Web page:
Tourism may evoke thoughts of a small picturesque island that has little else going on, such as Jamaica or the Maldives. The linkage effects in a diversified industrialised economy are very different from those in traditional tourism destinations. The multipliers from tourism in SA are considerable and stimulate demand for agricultural and manufactured products.
Before the TBCSA strategy, there were no specific objectives shared by the industry and government and no significant hard targets set across government programmes to ensure progress. Targets don’t guarantee success, but they are definitely the first necessary step.
There are a number of high-impact actions that are well understood, such as visa easing, timeous tourism vehicle licensing and tourist safety measures. They are not being resolved at a pace that would get SA back on its employment-creating path.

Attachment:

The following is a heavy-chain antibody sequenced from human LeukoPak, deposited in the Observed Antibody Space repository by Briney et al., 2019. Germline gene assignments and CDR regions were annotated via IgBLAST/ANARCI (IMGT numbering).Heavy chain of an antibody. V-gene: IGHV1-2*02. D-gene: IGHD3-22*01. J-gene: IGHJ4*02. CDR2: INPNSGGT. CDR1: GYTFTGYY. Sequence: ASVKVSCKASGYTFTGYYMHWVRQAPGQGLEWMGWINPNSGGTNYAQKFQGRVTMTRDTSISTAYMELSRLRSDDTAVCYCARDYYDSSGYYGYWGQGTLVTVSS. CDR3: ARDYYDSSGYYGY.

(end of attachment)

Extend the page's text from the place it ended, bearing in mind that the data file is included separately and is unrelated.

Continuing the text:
The 2018 Jobs Summit Framework Agreement said very little about tourism, which is strange given it is one of the only traded sectors that can create significant numbers of jobs, especially for youth. The small statement on tourism must have been penned by an economist. On the binding constraints, it essentially says: let’s assume departments responsible for visas and vehicle licensing will resolve the issues raised by stakeholders.
Is it possible that the approach to stakeholder negotiation over the past 25 years entrenches economic structures and vested interests? And drowns out new, important voices of potential sources of employment? Employment in all middle and upper-middle-income economies mostly comes from newer non-traditional sectors, especially in services. While it’s important to engage with existing interests, a strategic approach to making space for new interests is needed.